Here are some interesting and amusing developments from the past week that aren’t exactly news but might make you smile.
Is this the barbie doll you’d buy your kids this Christmas? “The doll sports short pink hair, a black off-the-shoulders sweater, leopard leggings, and an assortment of tattoos that peek out from her sweater, over her shoulders and up to her neck,” US News and World Report explains. “Many parents are not too happy about the tattoos, saying they set a bad example for Barbie’s young fans.”
How clean is too clean? “Chandler [Ariz.] resident Erin Carr Jordan got a morning surprise from McDonald’s this week and there were no eggs or muffins involved, says the Arizona Republic. It was a 7 a.m. hand-delivered letter from a lawyer prohibiting her from setting foot in eight Valley McDonald’s and threatening her with criminal trespassing charges if she did.” Her offense? She says she found Staphylococcus aureus, or MRSA, in various PlayPlaces of area McDonald’s and warned visiting parents about it. The company says they’re looking into it.
Ready for some road pie? The other day in Detroit, pumpkins started falling off the back of a truck on the freeway. “They were bouncing off people’s cars,” Michigan State Police Sgt. James Kemp told the Detroit Free Press. “At least one windshield was shattered, but at least he didn’t get hurt.”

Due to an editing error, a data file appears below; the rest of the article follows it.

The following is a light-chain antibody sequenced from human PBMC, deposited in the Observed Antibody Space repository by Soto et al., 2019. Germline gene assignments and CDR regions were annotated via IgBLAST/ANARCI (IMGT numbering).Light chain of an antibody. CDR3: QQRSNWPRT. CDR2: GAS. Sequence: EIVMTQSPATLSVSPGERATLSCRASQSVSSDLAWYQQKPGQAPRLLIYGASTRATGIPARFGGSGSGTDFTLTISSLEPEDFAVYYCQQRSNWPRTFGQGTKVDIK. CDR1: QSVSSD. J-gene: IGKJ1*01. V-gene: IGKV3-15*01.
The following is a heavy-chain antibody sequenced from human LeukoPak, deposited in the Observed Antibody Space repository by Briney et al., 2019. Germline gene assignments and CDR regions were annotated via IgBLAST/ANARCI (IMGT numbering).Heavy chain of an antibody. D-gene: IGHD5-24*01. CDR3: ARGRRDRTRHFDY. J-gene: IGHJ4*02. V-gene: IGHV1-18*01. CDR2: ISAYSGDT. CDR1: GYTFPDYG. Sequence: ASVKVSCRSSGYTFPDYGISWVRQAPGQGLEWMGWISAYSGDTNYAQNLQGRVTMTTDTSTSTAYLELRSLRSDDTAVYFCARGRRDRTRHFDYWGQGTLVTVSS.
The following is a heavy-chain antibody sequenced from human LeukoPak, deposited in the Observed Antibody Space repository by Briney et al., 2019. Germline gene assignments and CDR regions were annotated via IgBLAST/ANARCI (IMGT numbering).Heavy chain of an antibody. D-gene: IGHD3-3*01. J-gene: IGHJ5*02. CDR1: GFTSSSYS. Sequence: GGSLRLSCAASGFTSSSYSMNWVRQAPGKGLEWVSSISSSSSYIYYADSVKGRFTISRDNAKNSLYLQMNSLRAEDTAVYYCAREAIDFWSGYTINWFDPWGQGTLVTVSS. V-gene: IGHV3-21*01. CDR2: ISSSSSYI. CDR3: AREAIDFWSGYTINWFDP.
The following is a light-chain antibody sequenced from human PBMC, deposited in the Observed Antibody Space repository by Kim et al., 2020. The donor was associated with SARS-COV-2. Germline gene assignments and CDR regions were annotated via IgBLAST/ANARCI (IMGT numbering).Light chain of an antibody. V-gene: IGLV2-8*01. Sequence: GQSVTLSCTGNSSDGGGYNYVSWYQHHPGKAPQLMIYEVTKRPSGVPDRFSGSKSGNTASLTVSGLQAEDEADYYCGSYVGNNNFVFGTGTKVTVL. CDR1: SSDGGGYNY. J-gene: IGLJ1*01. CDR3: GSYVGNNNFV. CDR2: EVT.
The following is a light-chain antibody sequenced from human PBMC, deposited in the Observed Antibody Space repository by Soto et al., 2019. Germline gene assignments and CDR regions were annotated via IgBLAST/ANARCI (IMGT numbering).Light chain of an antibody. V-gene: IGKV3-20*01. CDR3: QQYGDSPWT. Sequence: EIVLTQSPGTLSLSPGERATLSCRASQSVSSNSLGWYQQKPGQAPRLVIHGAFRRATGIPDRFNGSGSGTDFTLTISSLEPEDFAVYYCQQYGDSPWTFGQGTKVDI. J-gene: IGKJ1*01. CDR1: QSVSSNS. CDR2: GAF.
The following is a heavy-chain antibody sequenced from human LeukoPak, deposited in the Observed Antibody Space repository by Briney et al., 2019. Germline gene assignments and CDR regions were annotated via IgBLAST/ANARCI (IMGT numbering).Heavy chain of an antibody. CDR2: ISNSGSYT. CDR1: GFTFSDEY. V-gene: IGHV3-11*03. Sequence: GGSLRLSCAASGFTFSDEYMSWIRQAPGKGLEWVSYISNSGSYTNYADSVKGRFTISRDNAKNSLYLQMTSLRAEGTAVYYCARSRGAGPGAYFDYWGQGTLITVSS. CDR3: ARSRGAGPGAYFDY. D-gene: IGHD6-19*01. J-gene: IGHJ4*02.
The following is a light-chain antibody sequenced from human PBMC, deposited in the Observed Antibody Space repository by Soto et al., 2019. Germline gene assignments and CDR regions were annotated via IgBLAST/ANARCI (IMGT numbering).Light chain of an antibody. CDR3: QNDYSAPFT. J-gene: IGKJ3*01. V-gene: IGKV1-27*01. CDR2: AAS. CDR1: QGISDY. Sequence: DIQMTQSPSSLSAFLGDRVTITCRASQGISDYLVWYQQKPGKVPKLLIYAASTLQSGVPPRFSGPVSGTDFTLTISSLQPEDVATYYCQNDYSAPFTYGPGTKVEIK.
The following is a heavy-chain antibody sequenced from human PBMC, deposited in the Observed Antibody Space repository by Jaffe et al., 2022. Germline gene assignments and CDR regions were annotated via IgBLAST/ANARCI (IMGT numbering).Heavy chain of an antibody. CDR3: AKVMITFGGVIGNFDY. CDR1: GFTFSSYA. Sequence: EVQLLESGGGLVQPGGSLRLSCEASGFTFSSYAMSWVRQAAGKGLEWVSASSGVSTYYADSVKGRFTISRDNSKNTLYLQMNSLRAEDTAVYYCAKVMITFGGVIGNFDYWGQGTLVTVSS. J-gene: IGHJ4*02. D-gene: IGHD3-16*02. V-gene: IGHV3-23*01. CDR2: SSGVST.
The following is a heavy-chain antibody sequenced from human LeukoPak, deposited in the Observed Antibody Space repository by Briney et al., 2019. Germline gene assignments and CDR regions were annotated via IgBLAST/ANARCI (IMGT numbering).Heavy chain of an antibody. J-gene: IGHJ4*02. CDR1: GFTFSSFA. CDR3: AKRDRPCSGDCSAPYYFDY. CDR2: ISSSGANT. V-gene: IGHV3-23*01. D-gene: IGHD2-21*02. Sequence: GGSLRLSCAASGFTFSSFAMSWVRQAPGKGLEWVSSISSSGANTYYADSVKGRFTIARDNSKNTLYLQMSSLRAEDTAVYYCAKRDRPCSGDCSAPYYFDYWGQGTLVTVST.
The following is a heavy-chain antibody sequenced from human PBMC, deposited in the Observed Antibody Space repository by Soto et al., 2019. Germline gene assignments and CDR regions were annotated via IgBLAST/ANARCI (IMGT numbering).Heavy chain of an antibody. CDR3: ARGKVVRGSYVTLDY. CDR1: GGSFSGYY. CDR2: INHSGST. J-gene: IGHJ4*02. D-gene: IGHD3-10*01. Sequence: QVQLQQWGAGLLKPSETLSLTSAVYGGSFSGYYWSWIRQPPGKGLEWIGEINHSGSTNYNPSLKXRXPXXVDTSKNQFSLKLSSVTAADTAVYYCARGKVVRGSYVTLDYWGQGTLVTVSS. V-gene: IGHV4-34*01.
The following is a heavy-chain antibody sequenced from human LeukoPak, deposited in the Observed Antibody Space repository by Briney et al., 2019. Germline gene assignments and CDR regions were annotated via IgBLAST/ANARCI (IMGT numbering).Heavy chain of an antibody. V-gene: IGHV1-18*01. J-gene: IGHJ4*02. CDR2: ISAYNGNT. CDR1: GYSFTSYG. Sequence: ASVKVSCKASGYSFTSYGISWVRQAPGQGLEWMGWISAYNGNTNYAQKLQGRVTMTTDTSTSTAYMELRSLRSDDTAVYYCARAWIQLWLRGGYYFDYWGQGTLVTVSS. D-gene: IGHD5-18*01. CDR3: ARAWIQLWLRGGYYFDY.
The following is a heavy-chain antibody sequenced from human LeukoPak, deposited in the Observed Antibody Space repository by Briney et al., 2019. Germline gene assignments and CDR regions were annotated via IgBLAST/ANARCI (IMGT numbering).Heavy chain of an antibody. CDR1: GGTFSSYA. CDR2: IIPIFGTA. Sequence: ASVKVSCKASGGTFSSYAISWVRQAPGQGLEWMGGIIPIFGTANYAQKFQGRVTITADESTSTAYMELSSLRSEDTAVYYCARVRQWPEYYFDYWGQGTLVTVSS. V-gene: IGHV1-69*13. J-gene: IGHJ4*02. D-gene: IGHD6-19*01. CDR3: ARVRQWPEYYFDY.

Is Paris Hilton finally finding it hard to get paid just for showing up? If her latest appearance is any indication, maybe. She recently did a mall opening in the Polish city of Katowice, where she caused a stir by her protection: three Polish police commandos who aren’t supposed to expose their faces. According to a police representative, “If the policemen who protected Hilton do not leave on their own by the end of the week, they will be disciplinarily fired,” reports Reuters. Who knew Hilton was in Poland? Who knew “disciplinarily” was a word?
If you just bought a bridge, you wasted your money. Kentucky’s trying to get rid of one gratis. “The state is willing to have the bridge disassembled, transported and off-loaded at no charge,” reports Reuters. “All the new owner has to do is reassemble and maintain it, said H.B. Elkins, spokesman for the Department of Highways.”